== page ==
The metal fluoride mixture may be either a two-component system inclusive of LiF or a three or more-component system inclusive of LiF, but usually, a two-component system is sufficient to attain the object of the present invention. The proportions of the components of the metal fluoride mixture are such that the resultant metal fluoride mixture has a melting temperature lower than that of LiF and a surface tension lower than that of LiF at a temperature of not lower than the melting temperature of the metal fluoride mixture, and that the content of LiF as the active ingredient is at least about 30% by mole, based on the total mole of all of the components of the metal fluoride mixture. From the above viewpoints, in the case of a two-component system, the molar ratio of LiF to the other metal fluoride is 0.4 to 2.5, preferably 0.7 to 1.5, more preferably 0.9 to 1.1. In the case of a two-component system, the molar ratio of LiF to the other metal fluoride of about 1:1 usually brings about satisfactory results.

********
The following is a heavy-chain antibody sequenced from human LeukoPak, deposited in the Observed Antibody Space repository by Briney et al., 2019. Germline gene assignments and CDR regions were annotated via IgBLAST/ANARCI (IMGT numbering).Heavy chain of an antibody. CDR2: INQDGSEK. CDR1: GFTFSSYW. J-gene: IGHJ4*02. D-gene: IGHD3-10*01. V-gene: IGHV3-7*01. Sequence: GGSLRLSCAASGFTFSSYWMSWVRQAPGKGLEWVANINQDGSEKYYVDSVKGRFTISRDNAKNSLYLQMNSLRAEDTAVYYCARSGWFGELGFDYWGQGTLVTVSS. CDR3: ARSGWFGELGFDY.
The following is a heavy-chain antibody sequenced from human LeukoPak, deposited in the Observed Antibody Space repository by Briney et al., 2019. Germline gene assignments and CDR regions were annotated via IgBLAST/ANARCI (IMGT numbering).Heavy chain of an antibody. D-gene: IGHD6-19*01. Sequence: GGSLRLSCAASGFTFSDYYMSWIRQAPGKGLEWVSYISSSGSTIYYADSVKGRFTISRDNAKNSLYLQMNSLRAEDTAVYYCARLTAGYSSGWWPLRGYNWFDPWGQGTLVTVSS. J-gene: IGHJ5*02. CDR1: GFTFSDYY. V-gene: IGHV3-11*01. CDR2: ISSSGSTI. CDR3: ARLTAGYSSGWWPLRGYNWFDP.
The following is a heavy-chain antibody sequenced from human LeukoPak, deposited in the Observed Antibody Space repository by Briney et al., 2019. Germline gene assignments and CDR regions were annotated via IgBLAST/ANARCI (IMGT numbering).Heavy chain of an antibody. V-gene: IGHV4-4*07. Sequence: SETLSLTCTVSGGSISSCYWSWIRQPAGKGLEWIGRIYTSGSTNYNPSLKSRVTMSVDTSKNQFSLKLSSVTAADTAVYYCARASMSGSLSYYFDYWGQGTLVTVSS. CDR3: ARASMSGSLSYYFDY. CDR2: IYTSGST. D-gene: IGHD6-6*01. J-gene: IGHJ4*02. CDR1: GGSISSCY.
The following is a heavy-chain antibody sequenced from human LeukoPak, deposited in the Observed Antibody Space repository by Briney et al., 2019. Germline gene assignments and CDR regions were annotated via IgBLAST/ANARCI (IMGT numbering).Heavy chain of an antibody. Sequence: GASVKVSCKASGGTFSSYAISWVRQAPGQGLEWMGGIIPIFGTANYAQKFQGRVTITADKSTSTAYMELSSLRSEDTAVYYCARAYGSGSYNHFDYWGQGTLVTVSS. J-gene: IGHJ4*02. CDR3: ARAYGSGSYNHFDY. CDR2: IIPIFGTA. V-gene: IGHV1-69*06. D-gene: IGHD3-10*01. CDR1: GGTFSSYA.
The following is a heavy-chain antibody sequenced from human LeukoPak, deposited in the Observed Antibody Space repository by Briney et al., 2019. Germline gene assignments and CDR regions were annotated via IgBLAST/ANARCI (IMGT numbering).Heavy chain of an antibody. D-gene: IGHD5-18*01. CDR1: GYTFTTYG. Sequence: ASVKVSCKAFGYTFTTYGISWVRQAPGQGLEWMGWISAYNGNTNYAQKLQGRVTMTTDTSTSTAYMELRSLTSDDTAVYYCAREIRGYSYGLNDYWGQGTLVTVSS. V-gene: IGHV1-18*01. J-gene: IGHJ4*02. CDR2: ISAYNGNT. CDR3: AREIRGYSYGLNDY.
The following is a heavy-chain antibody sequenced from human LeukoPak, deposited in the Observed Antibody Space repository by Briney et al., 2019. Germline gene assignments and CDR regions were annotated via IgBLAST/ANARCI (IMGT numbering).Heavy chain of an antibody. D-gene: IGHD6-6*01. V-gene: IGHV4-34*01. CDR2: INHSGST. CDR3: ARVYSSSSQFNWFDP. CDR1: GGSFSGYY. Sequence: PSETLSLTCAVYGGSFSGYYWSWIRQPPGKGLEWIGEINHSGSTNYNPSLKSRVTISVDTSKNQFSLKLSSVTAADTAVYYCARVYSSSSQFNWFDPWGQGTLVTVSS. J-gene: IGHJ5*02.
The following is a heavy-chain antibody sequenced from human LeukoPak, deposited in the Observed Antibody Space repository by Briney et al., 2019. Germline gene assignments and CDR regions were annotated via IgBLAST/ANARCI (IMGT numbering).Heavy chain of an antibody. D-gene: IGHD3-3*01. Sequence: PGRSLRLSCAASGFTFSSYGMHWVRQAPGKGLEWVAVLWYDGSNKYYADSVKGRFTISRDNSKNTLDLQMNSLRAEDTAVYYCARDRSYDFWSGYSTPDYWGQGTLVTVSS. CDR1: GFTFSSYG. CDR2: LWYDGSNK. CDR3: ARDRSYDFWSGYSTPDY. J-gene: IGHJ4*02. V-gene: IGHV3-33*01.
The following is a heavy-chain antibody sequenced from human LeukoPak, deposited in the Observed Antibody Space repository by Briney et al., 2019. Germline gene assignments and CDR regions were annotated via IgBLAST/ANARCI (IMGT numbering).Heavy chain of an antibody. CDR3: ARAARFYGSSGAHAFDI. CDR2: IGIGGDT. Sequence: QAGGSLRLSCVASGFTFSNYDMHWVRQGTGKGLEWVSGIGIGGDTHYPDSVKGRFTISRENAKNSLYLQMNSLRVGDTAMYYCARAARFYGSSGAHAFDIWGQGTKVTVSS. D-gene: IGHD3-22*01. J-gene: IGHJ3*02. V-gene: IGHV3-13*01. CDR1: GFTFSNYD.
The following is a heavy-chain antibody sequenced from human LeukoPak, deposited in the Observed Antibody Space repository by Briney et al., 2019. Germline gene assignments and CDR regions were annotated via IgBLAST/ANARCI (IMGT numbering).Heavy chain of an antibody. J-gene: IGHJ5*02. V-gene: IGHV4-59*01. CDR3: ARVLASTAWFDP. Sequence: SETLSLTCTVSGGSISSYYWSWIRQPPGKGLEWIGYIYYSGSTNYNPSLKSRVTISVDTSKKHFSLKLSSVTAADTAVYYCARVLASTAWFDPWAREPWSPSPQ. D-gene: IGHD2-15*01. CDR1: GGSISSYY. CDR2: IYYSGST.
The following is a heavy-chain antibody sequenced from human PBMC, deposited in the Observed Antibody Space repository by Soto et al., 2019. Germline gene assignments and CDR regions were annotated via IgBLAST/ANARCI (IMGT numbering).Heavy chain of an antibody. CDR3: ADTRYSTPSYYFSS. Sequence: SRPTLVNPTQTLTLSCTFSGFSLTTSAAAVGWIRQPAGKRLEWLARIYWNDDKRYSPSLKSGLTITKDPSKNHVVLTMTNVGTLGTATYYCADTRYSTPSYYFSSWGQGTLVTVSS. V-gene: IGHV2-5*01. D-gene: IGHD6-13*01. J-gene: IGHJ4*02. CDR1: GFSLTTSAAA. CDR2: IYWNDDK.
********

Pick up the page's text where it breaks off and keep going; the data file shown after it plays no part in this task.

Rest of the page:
The carbon electrode of the present invention is produced by introducing LiF into the pores of the porous carbon block in the form of a molten metal fluoride mixture composed of LiF and a metal fluoride other than LiF. The LiF per se has a melting temperature as high as 842 C. and a surface tension as large as 255.9 dyne cm-1 at a temperature of 847 to 1247 C. On the other hand, with respect to a molten metal fluoride mixture composed of LiF and KF at a molar ratio of, for example, 1:1, the melting temperature is as low as 492 C. and the surface tension is as small as 166 dyne cm-1 at 800 C., and thus, the introduction of such a molten metal fluoride mixture into the pores of a porous carbon block can easily be performed by application of an appropriate superatmospheric pressure.